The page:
(A)

the retention of the Armed Forces in Iraq is necessary for one or more of the purposes set forth in paragraph (1); and

(B)

the utilization of Armed Forces positioned outside Iraq could not result in the effective achievement of such purpose or purposes.

(3)

Disapproval of retention

If Congress enacts a joint resolution disapproving the retention of personnel of the Armed Forces in Iraq under this subsection, or any renewal of the retention, the retention of such personnel in Iraq shall be discontinued, and such personnel shall be redeployed from Iraq.

(4)

Procedures for consideration of joint resolutions

(A)

Joint resolution defined

For purposes of paragraph (3), the term joint resolution means only a joint resolution introduced not later than 10 days after the date on which a certification of the President under paragraph (2) is received by Congress, the matter after the resolving clause of which is as follows: “That Congress disapproves the certification of the President submitted to Congress under section 4(g)(2) of the Iraq War De-Escalation Act of 2007, on _______.”, the blank space being filled in with the appropriate date.

(B)

Procedures

A joint resolution described in subparagraph (A) shall be considered in a House of Congress in accordance with the procedures applicable to joint resolutions under paragraphs (3) through (8) of section 8066(c) of the Department of Defense Appropriations Act, 1985 (as enacted by section 101(h) of Public Law 98–473; 98 Stat. 1936).

(h)

No permanent bases

Congress hereby reaffirms section 1519 of the John Warner National Defense Authorization Act for Fiscal Year 2007 (Public Law 109–364; 120 Stat. 2444), and related provisions of law, that prohibit the establishment of military installations or bases for the purpose of providing for the permanent stationing of United States Armed Forces in Iraq.

5.

Intensification of training of Iraqi security forces

It shall be the policy of the United States to immediately formulate and implement a plan that—

(1)

with the Government of Iraq—

(A)

removes militia elements from the Iraqi Army, National Police, and other security forces of the Government of Iraq; and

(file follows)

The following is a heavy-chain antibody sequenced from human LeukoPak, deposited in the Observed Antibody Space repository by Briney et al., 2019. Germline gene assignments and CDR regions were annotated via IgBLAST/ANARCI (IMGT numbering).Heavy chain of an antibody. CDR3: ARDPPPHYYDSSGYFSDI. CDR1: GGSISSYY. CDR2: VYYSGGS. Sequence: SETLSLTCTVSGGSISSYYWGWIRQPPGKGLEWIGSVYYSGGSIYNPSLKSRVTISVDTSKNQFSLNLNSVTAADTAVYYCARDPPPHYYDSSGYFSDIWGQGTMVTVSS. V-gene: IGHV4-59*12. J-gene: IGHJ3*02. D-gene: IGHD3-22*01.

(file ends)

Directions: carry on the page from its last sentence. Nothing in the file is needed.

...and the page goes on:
(B)

puts such forces in charge of maintaining security in Iraq;

(2)

focuses and intensifies United States efforts on training such forces; and

(3)

presses the Government of Iraq to reform the civilian ministries and other government institutions that support the Iraqi Army, National Police, local police, and judicial system.

6.

Availability of economic assistance for Iraq

(a)

Limitation

Except as provided in subsection (b), after May 1, 2007, economic assistance may be furnished to the Government of Iraq only if the President submits to the President pro tempore of the Senate and the Speaker of the House of Representatives a certification that the Government of Iraq—

(1)

is making measurable progress toward providing not less than $10,000,000,000 of Iraqi funds for reconstruction, job creation, and economic development in Iraq, with safeguards to prevent corruption, by January 10, 2008;

(2)

is making progress toward meeting the conditions set forth in the International Compact for Iraq and in the stand-by agreement with the International Monetary Fund; and

(3)

is making progress toward reducing sectarian violence and promoting national reconciliation.

(b)

Exceptions

The limitation in subsection (a) shall not apply to assistance for Iraq as follows:

(1)

Humanitarian assistance.

(2)

Assistance to address urgent security and employment needs.

(c)

Assessment of progress

Not later than 90 days after the date of the enactment of this Act, and every 90 days thereafter, the Special Inspector General for Iraq Reconstruction shall submit to Congress a report describing the progress of the Government of Iraq on each matter set forth in subsection (a).

7.

Regional diplomatic initiatives on Iraq

(a)

Policy of the United States

It shall be the policy of the United States to undertake comprehensive regional and international initiatives, involving key nations, that will assist the Government of Iraq in achieving the purposes of this Act, including promoting a political settlement among the Iraqi people, ending the civil war in Iraq, preventing a humanitarian catastrophe in Iraq, and preventing a regional conflict.

(b)

Special envoy

The President should, not later than 60 days after the date of the enactment of this Act, appoint a special envoy for Iraq to carry out the policy set forth in subsection (a).

(c)

Strategy on preventing wider regional war

(1)

Strategy

Not later than 90 days after the date of the enactment of this Act, the President shall submit to the President pro tempore of the Senate and the Speaker of the House of Representatives a report setting forth a strategy for preventing the conflict in Iraq from becoming a wider regional war.

(2)

Form

The report under paragraph (1) shall be submitted in unclassified form, but may include a classified annex.